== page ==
Summer often brings weather that can do some serious damage to anything in its way. For those without garages or car-ports, protecting your car from hail or rain at this time of year can be especially difficult. As well as hail, fallen trees or branches, rising floodwater, and even plain old rain can all cause major problems for all kinds of vehicles, big and small.
Here are a few ways to protect your car from hail and other storm damage, to help minimise the chance of your wheels copping a summer-storm beating this year.
1. Go shopping
If there’s a serious storm on the way and you’re concerned about your car, consider a visit to your local shopping centre. It will most likely have a covered car park where you can leave your vehicle, whether the shops are open or not. You could also go see a movie, as most cinemas have sheltered parking. This will protect your car from being damaged by hailstones and storm debris.
If you’re caught with only a few minutes’ warning, and no cover, throw some relatively heavy blankets over your car and tie them down. This can help to protect your car from most things a storm could throw at it. Especially most hail stones and small branches. They won’t do much if a tree falls on your car, but hopefully you’ll be covered for pretty much everything else.
3. Keep your car away from bodies of water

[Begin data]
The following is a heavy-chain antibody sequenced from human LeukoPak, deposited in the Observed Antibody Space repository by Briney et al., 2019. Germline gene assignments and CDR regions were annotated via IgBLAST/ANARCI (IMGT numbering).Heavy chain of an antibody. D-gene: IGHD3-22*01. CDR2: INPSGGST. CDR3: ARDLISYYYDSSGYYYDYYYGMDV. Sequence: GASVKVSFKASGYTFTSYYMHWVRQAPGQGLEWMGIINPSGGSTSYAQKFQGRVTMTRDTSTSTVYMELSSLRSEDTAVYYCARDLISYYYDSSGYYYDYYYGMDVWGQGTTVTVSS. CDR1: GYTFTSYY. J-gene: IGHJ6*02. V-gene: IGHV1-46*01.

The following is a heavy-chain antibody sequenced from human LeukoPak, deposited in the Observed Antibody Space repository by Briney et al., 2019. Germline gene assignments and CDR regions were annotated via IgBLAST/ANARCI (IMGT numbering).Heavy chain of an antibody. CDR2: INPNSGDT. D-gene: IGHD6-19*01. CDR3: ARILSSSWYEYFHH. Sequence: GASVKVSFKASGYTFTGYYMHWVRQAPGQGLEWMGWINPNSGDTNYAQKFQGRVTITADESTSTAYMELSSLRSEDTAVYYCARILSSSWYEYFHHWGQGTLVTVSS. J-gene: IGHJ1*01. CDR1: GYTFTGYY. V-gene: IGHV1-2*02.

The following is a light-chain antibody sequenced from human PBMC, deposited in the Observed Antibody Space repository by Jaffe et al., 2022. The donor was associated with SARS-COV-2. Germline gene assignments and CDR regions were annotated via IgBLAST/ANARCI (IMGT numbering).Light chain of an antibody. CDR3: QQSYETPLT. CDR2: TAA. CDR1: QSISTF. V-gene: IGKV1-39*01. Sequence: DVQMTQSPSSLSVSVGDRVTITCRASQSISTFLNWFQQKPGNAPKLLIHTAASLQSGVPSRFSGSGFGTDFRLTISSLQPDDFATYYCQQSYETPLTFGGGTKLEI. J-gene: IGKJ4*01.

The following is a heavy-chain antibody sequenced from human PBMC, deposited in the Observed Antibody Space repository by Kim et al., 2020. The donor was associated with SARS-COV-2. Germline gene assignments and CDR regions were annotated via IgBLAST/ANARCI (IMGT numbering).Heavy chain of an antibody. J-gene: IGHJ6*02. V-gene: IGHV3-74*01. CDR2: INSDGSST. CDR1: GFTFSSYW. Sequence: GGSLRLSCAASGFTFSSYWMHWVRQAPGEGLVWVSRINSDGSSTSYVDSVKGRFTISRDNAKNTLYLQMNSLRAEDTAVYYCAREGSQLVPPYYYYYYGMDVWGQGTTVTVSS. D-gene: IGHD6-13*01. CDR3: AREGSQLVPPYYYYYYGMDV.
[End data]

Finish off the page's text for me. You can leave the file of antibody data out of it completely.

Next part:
If you live near a creek, river, or even a lake, find a place to park your car that’s either on higher ground, or far enough away from the body of water to ensure its safety. Otherwise, you run the risk of your car being damaged by flood water.
4. Check the BOM website
The Bureau of Meteorology (BOM) website issues regular weather updates and warnings. Make a habit of checking it regularly when the weather looks a bit dodgy.
5. Check whether your insurer has a warning system
Some insurers, such as Budget Direct via its Hail Hero service, alert customers when there is a forecast for hail in the customer’s local area. That’s not to say you should run towards any insurer with a warning system – but it’s always worth asking your current insurer what they offer, and comparing your options on the CANSTAR website.
6. Keep surroundings clear
Inspect the area around your home/where your car is parked for potential hazards. Loose roof tiles, overhanging branches, and TV aerials all pose a threat to your car in heavy winds.
A bit of time spent taking preemptive measures to protect your car from hail and other storm damage can help to avoid a major headache (and cost) after the event.
Of course, you should always check what your car insurance would cover if your car were to be damaged by hail, flood water, or other storm-related disasters: